OK, Will, who was it that backed up my statement on Chairman Levitt? Whoever it was, I'm glad this person agreed - it happens to be the truth. That story I linked to (here's the link again for anybody who missed it) was such a hot item when it came out that I had to hide that issue of BusinessWeek. I had to print it off of BW's website about 100 times, which was a pain because of all the stuff in the sidebar. Why didn't I print it from Lexis or Dow Jones? - you don't get graphics from those services.

Gotta go blogwatch now, which I've been remiss at the least two days...

Enron Addenda
Will Vehrs
Tony, a reasonably independent guest on The News Hour tonight backed you up on Arthur Levitt, so I'll back off a bit from criticizing the SEC during the Clinton Administration, pending more information. I wasn't cutting Enron any slack by saying this ought to be the Arthur Andersen scandal--who can an investor trust if not a company's auditor? Enron shows the dangers posed by the cozy relationship between a company, its auditing firm, and affliates of its audit firm.

Bob Bennett and a few other high profile lawyers of the past (Boies?) are going to be in our living rooms a lot in the next few months while lining their pockets, although how does a bankrupt company pay its attorneys? Bill Bennett is a "B" list guy now, awaiting the next big moral crisis to get back on the "A" list.

Novak Watch: Tony, I hardly ever see a blogger link to Bob Novak, the veteran columnist and controversial "Prince of Darkness" on CNN. I'm glad I cover the guy in Punditwatch because he's ahead of the curve a lot more often than more popular syndicated pundits. He was ahead of everyone on criticizing Marc Raciot for planning to continue his lobbying practice while leading the Republican National Committee--Raciot backed off. Novak also reported that Reich and Scalia would be recess appointments, long before anyone else thought President Bush would take that step. The recess appointments would be big news today and tomorrow, causing a firestorm if not for Enron. I guess that's some consolation for the President.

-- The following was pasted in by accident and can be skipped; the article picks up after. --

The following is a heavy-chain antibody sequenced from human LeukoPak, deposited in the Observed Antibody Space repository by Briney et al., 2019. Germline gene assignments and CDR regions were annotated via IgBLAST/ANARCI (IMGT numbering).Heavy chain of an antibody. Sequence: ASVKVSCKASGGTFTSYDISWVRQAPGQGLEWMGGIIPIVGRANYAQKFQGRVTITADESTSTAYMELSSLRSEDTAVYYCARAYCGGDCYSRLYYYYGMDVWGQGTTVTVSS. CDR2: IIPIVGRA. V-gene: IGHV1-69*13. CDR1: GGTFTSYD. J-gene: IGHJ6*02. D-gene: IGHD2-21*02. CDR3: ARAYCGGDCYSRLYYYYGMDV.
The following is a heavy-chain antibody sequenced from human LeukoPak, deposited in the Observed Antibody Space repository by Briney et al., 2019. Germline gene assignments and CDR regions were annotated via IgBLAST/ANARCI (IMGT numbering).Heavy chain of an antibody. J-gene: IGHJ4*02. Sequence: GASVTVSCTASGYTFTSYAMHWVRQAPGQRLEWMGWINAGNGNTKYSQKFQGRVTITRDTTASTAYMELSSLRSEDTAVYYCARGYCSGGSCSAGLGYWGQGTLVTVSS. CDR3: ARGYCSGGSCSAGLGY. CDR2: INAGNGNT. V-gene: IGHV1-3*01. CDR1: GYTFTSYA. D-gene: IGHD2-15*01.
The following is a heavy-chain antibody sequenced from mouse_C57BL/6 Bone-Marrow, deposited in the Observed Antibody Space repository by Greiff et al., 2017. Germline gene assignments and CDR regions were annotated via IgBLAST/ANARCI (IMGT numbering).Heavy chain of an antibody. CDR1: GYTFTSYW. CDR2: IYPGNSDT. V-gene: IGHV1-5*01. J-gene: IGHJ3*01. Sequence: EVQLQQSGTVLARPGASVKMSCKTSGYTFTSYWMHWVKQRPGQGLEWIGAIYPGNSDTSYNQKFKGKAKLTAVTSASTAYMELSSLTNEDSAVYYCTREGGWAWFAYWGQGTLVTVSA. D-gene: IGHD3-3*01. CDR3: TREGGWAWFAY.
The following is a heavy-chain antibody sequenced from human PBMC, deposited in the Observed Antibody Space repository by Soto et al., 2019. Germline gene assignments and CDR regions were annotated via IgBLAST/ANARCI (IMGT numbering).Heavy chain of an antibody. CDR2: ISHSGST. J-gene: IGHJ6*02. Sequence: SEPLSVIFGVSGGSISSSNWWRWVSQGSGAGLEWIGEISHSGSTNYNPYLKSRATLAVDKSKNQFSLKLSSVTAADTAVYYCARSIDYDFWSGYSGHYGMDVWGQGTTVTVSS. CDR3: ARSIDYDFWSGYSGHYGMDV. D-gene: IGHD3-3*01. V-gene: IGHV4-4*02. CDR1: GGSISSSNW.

End-run Enron
Tony Adragna
Now Will, you're messing with Brother B', and you know I gotta back him up. Well, not all the way, but I understand his cynicism - he's been building the case since the California Crisis, in which Enron played something more than a cameo role. Correct me if I'm wrong (anybody?), but Enron was one of the companies subpoenaed by a committee of California's legislature, and there's still some animosity over that fight. I wouldn't go so far as to support Brian's suggestion that DoJ's current move has some nefarious purpose - there's nothing to suggest interference by the administration, and Ashcroft recused himself.

Still gonna be a nasty political fight, though - just mention "ethics" in this town and people start speed dialing.

Just one person gonna come out of this ahead - Bob Bennett (whatever happened to his brother?)

As far as Enron is concerned - can't give them any slack. These things don't happen but with connivance between the auditors and clients.

I wouldn't be so critical of Arthur Levitt - he started the fight against "accounting practices". Back in 2000 Levitt went after the BigFive (I was working for one at the time) BIG TIME, and the bean counters were pissed. I musta had more request for this article at the time than I ever had for any other article (note the sidebar and related articles - very informative).

Keep an eye on Aurthur Andersen. I don't think we heard the whole story behind the the Consulting Partners leaving and forming Accenture...

America's Worst Pigskin Prognosticator's Picks
Will Vehrs
No longer shackled by my pre-season prediction of Jeff George as MVP and the Carolina Panthers as a division winner, I offer the following NFL Play-off picks:

Tampa Bay at Philadelphia Tampa Bay couldn't buy a offense; they won't be able to steal a win in nippy Philly. Eagles.

NY Jets at Oakland Oakland keeps finding a way to lose. The Jets will benefit from this largesse. Jets

San Francisco at Green Bay The 49ers went inexplicably cold several times this season. They will go cold again. Packers

Baltimore at Miami First team to score wins, assuming someone scores. Ravens

Bonus predictions: Vinny, most yards passing; Green, most yards rushing; ABC, worst telecast.

Enron Weekend
Will Vehrs
Tony, our friend Brian Linse is positively orgasmic over the Enron scandal; payback for Whitewater at last! I'm a little miffed that he didn't list me as one of those who has been eerily silent about this possible beginning of the end of the Bush Administration.

In classic scandal-mongering style, Brian dismisses the Administration's response and hints at coming evils he dare not speak:

Ari "watch what you say" Fleischer says the President supports inquiries by all relevant agencies of government. I say that's bullshit, and we should brace for a political powerplay of unprecedented scale. There is no reason for Justice to be rushing in at this point other than to make the Bush administration look concerned, and to try to control the direction of the investigation. Unless the Bush administration can find a scapegoat, Justice and Congress are headed for a major clash. I was right weeks ago when I detected the aroma of this scandel, we'll see if I'm right about the upcomming battle.